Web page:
The efficiency of electricity use in the Pacific Northwest improved by 254 average megawatts in 2010, the equivalent power use of 153,900 homes, the Council and its partner, the Regional Technical Forum (RTF), reported today.
That’s the biggest one-year gain since regional energy-efficiency programs began more than 30 years ago. The measures implemented in 2010 saved Northwest electricity ratepayers $135 million and will produce the same amount of savings every year for the next 15-20 years, at least.
The Council and RTF, an advisory committee established in 1999 to verify and evaluate electric energy efficiency savings, calculated the savings from the results of a survey of the region’s electric utilities, the Energy Trust of Oregon, the Northwest Energy Efficiency Alliance, and the Bonneville Power Administration. The 2010 savings surpassed the Council’s target for the year in its Northwest Power Plan, 200 average megawatts, by 25 percent.
Savings occur when electricity is used more efficiently – using less power to accomplish the same tasks. This includes replacing incandescent light bulbs with compact fluorescents or LED bulbs, which produce the same amount of light with less electricity, in homes, businesses, and industries, and also by improving insulation in buildings so less power is needed to heat or cool them. Replacing inefficient motors, pumps, furnaces, and other types of machinery also yields energy savings, as do changes in how much energy is used during the day, such as through programmable thermostats. The RTF has identified 90 measures that improve electric energy efficiency.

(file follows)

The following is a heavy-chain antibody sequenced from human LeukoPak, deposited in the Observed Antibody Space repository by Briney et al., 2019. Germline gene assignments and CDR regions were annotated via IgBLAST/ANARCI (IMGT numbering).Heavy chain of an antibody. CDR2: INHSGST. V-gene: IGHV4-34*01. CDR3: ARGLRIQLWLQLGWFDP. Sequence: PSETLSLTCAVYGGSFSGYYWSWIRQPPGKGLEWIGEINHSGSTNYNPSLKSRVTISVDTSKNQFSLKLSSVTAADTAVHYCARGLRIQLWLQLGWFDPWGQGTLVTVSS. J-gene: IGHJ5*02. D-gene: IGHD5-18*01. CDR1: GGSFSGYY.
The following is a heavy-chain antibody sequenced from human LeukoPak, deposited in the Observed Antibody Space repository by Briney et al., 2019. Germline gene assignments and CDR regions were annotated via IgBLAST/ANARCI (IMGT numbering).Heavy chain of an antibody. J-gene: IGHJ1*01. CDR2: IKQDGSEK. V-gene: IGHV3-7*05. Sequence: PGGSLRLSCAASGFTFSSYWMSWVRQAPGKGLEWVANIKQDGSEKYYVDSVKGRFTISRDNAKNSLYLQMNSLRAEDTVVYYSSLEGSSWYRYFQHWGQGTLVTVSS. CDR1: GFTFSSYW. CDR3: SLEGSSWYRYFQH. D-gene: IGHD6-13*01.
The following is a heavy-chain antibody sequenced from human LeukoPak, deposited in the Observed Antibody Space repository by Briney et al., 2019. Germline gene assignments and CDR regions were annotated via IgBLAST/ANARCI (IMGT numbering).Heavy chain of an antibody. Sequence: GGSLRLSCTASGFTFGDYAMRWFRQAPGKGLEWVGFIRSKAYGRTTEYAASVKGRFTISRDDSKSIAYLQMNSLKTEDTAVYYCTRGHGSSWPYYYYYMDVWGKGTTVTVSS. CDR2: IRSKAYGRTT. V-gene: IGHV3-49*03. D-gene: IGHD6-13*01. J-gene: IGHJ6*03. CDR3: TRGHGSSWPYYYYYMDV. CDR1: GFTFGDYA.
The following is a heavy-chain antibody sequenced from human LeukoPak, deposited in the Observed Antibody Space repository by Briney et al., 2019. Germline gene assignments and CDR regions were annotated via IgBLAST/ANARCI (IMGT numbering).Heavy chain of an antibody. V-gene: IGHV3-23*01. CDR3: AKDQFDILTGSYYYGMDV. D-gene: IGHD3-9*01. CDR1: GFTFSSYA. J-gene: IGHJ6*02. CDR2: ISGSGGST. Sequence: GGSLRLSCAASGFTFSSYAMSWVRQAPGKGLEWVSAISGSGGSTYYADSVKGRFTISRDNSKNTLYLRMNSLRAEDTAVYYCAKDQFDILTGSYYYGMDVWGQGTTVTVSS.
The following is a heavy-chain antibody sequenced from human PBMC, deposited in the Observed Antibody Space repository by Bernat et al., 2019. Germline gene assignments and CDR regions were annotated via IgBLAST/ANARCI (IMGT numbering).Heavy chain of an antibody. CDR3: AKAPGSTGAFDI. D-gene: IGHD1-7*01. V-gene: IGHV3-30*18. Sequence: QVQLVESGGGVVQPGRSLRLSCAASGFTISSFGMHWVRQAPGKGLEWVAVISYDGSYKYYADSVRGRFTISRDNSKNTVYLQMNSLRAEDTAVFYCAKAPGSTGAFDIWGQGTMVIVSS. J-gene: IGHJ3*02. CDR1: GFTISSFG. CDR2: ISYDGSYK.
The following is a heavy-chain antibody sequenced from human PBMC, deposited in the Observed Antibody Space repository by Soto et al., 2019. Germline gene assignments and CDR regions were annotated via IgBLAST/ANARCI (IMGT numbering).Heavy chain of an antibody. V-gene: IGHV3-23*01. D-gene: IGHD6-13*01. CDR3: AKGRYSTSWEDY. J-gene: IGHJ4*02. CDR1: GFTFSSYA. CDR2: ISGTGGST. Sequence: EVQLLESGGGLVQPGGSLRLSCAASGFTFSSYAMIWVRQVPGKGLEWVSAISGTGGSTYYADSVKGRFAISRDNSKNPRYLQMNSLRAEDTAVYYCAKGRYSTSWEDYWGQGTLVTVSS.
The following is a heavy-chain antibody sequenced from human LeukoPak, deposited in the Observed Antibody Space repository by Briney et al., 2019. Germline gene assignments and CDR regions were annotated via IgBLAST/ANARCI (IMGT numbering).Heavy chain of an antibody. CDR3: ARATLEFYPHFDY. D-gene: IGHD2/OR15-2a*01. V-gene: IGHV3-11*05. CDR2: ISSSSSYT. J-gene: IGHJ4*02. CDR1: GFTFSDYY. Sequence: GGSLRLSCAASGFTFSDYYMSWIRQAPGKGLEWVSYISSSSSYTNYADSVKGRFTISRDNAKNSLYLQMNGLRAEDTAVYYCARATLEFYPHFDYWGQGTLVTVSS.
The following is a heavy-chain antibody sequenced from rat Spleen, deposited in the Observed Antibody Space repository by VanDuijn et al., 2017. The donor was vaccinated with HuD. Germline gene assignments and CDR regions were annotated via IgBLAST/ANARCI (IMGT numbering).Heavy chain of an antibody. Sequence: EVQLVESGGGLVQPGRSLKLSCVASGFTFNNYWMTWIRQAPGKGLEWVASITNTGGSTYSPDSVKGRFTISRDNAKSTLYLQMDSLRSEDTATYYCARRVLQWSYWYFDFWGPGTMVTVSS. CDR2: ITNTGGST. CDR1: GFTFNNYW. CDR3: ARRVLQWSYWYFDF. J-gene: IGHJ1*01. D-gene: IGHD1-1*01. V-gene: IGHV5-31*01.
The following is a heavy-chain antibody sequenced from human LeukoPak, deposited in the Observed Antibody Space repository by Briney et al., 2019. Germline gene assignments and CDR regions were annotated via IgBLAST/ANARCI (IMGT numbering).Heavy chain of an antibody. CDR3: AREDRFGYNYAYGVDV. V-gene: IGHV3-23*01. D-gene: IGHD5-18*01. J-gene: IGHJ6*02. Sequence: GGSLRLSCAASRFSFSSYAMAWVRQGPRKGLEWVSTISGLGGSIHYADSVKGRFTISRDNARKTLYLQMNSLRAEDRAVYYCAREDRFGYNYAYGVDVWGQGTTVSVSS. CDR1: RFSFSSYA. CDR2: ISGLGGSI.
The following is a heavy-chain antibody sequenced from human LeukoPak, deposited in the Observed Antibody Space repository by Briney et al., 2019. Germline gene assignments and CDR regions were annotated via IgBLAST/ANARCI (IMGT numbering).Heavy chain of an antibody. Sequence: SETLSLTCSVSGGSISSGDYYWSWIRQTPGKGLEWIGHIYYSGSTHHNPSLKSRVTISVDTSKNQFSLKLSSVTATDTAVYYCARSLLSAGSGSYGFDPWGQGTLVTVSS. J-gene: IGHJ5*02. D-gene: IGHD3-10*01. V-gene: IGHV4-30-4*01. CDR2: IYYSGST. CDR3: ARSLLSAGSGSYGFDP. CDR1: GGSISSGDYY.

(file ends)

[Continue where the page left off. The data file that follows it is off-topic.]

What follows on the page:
With the 2010 savings, the regional total since 1978, when energy-efficiency programs began in the Northwest, tops 4,600 average megawatts – enough power for four cities the size of Seattle.
Other highlights include:
- The estimated cost of the 2010 efficiency improvements, $360 million, equals about 3 percent of regional electricity sales revenue for the year.
- The average cost of the efficiency to utilities in 2010 was 1.7 cents per kilowatt-hour. The average cost of power from new generating plants that use wind or natural gas is much more expensive – between 9 cents and 10 cents per kilowatt-hour.
- Among the various sectors of electricity use, the biggest improvements in 2010 were in commercial businesses and industries. Those two sectors together accounted for half of the savings.
- Residential improvements accounted for 28 percent of the savings. Most of the residential improvements were in lighting.
- Improved efficiency of products such as water heaters, furnaces, clothes washers and other equipment, which is tracked by the Northwest Energy Efficiency Alliance, accounted for 18 percent of the total.
- The Council’s 20-year Northwest Power Plan, which is implemented by the federal Bonneville Power Administration, the largest electricity supplier in the region, calls for meeting 85 percent of the growth in demand for power through 2029 with energy efficiency. The plan, which also serves as a guide for investor-owned utilities, includes targets for efficiency improvements.
The Northwest Power and Conservation Council is a compact of the states of Idaho, Montana, Oregon, and Washington and is directed by the Northwest Power Act of 1980 to prepare a power plan to assure the Northwest region an adequate, efficient, economical, and reliable electricity supply and a companion program to protect, mitigate, and enhance fish and wildlife of the Columbia River Basin affected by hydropower dams.